The best it ever was

It’s an extremely busy week, as the Night Drivers and I head off to Circa Blue Fest and then a European tour. Meanwhile I’m in the midst of some sort of satellite radio marathon. This is just a sign of how good business is, which leads me right into this “encore presentation” of a column of mine from November of 2013 about how bluegrass artists are all conditioned to talk like this is their “best year ever.” Perhaps you’ll at least enjoy some of the band names.

Because our touring season is winding down, and Thanksgiving is upon us, I wanted to open on a personal note: I feel grateful for the fact that this past year was the best and most rewarding year our band has ever had. We played some festivals and venues we had really wanted to play, we topped the Bluegrass Today charts a few different times, and our new CD received five stars from Hoard’s Dairyman magazine in Wisconsin.

“So what?” you may be asking yourself, and well you might. As you and I are both well aware, even if it hadn’t actually been our best year (and really, it was, I swear!), I, like most professional bluegrass artists, would feel pressured to at least imply that it was anyway. That’s just what we do.

In fact, it’s a big part of most artists’ standard IBMA World of Bluegrass conversation material. When engaging in casual chit-chat with Promoter X (there really is someone with that name, by the way) we feel that we have to mention how well things are going and how rapidly our calendar is filling up (the “no thanks to you, pal” is only implied).

The era of self-promotion on social media sites has taken this business approach to a whole new level. We’ve all read the status updates about everybody’s “packed house” they just played, even though if we take a closer look, we realize the packed house was literally a house, with a capacity of 27 (28 if we bring grandpa’s old easy chair up from the basement).

These kinds of statements are just an accepted part of our interactive entertainment world that we live and brag in. And really there’s no harm in it, is there? Most of us can read between the lines and know that one show in a Santa Cruz bar doesn’t necessarily constitute a “west coast tour,” and that a “sellout” of CDs may mean that there was only a partial box of 12 CDs to begin with. Most of us also understand that a little positive hype (within reason) is part of keeping a business going.

It’s the “Business is good, people are wonderful, life is terrific” school of describing your life and work. “Business is exhausting, people are unpredictable, and there are termites in my house,” after all, is not very inspiring.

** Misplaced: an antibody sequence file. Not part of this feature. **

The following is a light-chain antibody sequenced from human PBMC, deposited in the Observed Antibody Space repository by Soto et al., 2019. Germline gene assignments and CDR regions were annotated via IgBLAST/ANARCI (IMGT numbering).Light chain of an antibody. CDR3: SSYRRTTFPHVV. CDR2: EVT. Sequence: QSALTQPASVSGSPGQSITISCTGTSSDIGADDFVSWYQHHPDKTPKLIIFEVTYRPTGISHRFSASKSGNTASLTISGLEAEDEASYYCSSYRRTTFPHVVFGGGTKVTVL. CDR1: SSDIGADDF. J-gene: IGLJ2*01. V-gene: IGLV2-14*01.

It would be interesting, though, to step into an alternate reality in which entertainers, musicians, and bands give blunt assessments of the state of their careers, even if they aren’t going well. Not only would this be entertaining, but we would all feel so much better about our own careers and lives knowing what’s really happening with others in the business.

Here’s what I imagine today’s Facebook status updates and tweets might look like in this painfully honest new world:

From Bob Millhouse and Lonesome Hedge:

“Looks like another night off. Our show in Toledo was cancelled due to slow ticket sales. Sure wish we’d had a deposit! LOL”

From Lisa LaPorte and Rippling Pond:

“Down another 3 spots on the chart this week. I guess #16 is about as high as ‘Heartache Train’ is going to go. #realistic”

The jamgrass band Moonshine Mantra opens up about band personnel changes:

“We lost Justin, our banjo/flute player last week. The hard feelings will pass with time, we’re sure. Auditions to replace him aren’t promising so far, but we’re holding out hope. Any banjo players who double on flute (recorder and/or ocarina okay too) please send us an audition MP3. We’re not that picky at this point.”

Along the same lines, this update from Jimmy Reese and Nervous River:

“Tired of the personnel changes this year. It makes it real hard to put on a decent show. People blame my strong personality, but I think if we had more shows booked, we’d probably be able to hold on to members longer.”

Towne Countye discusses their studio progress:

“Things are going slower than expected with our new studio project. I guess our timing isn’t as solid as we’d thought it was. We’ll probably rely heavily on digital editing to make it all come out in the mix. We’re hoping for a release date of next April, but it could be as late as next January the way it’s looking right now.”

And finally, this tweet from Falling Pyne from their Wyoming tour:

“Poor turnout in Laramie tonight. Could be weather, but I think we’re just not very popular here. #IntimateAudience”

On second thought, I’m already tired of this new, overly honest world; it’s depressing! Let’s go back to sugar-coating and shameless self-promotion, shall we? I feel confident this will be the most popular article I’ve ever written for Bluegrass Today. Until next week’s, which will be even better.